Victory would see the Belfast boxer become the first Northern Ireland fighter to win World titles at two weights following his success in the super-bantamweight division.
"I always said that I wouldn't move up to featherweight unless it was for a massive fight and there's not too many bigger fights out there than this," said the 29-year-old, who beat Scott Quigg in Manchester in late February when the IBF and WBA super-bantamweight titles were on the line.
"It's a really special opportunity, the kind of fight that dreams are made of - and its an opportunity to win the World belt that my manager Barry McGuigan won in 1985.
"It's 30 years since Barry lost the title in Las Vegas to Steve Cruz and now I'm fighting a Cruz for the same title in the States. It's going to bring back a lot of memories for people.
"Some will be saying that Barry lost to a Cruz in America and maybe I will. But I am going there with a lot of confidence.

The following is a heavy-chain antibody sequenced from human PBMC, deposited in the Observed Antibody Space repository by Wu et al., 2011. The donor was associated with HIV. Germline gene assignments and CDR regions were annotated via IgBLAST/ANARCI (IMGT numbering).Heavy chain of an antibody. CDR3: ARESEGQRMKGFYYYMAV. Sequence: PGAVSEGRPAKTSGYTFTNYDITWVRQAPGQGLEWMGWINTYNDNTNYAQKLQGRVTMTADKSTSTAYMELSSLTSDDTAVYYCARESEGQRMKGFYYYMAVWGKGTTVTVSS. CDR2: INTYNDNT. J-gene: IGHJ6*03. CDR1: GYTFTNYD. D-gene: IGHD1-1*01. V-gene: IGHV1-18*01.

"Because I'm moving up from super-bantamweight I know that some will think that this might be to the advantage of Santa Cruz but I really believe it will be in my favour.
"The reason I say that is because when I'm in sparring weighing around 9st 8lb and facing three different sparring partners, I'm just as strong in the 10th through to the 12th round as I am at the start.
"But I would admit that in some fights at super-bantam I have faded a little - it's not that I wasn't super fit because I always am but just that little bit of energy dipped so I think that will change at featherweight.
"Santa Cruz has won titles at bantamweight, super-bantam and now featherweight. As an amateur I boxed at featherweight and came down to campaign at super-bantam as a pro and now I'm going back up so I actually think I'll be stronger.
"I'll need to be able to bully him, I need to win and I will.
"I managed to become the first Irish fighter to unify World belts and now I have the opportunity to be the first man from Northern Ireland to win World titles at two different weights."
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